Being A Supportive Boyfriend Or Girlfriend Can Help Your Partner Succeed In Their Job, Science Says
Your perfect forever person should have many qualities. They should be a good communicator. They should be someone you feel comfortable around. They should make you feel secure and happy. The sex should be fire. But being a supportive boyfriend or girlfriend is perhaps the most important quality a significant other should have — especially if you want to see success in your career.
Dating someone who supports your hopes and dreams and ambitions sounds like a no-brainer. But a new study from Carnegie Mellon University suggests there's a real incentive to actively seek out someone who supports you: Having a supportive partner is pretty strongly correlated with your willingness to take on potentially rewarding challenges, including those at your job, that will give you a chance to succeed. And if you accept those challenges, you are more likely to experience more happiness and personal growth. Plus, your relationship will be stronger months later.
"Significant others can help you thrive through embracing life opportunities," said Brooke Feeney, lead author of the study and professor of psychology in CMU's Dietrich College of Humanities and Social Sciences. "Or they can hinder your ability to thrive by making it less likely that you'll pursue opportunities for growth."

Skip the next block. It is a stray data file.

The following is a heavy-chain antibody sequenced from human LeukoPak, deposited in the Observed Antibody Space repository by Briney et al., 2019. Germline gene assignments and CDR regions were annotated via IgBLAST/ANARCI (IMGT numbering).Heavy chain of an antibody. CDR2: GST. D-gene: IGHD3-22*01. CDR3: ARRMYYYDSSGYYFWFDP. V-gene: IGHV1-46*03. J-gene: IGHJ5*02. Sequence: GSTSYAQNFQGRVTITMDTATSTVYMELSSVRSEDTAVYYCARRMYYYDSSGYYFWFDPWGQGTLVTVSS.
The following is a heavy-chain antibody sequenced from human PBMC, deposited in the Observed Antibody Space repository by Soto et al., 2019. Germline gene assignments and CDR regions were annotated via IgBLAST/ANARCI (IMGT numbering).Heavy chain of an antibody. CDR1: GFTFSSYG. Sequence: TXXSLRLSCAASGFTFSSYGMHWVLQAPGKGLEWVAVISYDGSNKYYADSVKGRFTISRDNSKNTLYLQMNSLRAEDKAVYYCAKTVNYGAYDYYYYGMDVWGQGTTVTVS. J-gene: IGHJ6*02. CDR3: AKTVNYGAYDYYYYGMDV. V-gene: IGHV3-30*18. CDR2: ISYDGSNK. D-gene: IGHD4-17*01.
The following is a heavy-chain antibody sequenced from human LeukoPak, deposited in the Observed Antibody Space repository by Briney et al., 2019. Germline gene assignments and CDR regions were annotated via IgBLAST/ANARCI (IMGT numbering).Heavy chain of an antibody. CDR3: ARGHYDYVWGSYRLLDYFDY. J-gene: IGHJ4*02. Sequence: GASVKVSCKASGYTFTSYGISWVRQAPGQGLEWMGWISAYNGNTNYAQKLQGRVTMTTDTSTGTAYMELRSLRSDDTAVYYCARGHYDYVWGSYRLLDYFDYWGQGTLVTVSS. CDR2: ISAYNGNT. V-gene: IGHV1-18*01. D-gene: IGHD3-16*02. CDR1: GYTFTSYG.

To uncover this finding, researchers asked each member of 163 married couples to either solve an easy puzzle or take on an opportunity to compete for a prize by delivering a speech. Then, researchers analyzed the conversations each couple had as they figured out which they were going to take on. People whose partners were more encouraging partners were more likely to decide to compete for the prize, whereas people whose partners were less encouraging chose the puzzle. After catching up with the couples six months later, researchers found that people who competed for the prize had — yup, you guessed it — more happiness and personal growth. And their relationships were better than the couples who went for the puzzle.
I have to say, these findings ring very true to me. I have dated guys who have been less than supportive of my dreams, and it really took a toll on my self-worth. It discouraged me from taking any risks in my career because I didn't want to continue pursuing something they weren't in full support of — I feared their disdain or belittling comments. But when I date someone I know supports me, I constantly feel more validated and happy, just by virtue of having them in my life.
If you're wondering how to seek out supportive partners, look for people who are enthusiastic about any challenges that come your way and who discuss the benefits of you embracing those challenges. It's also important to look for people who reassure you when things get hard. Overall, though, you'll know in your gut if someone you're dating is supportive of you, so check in with yourself. And if you're dating someone who doesn't support you, get rid of them! Your inner boss b*tch depends on it.
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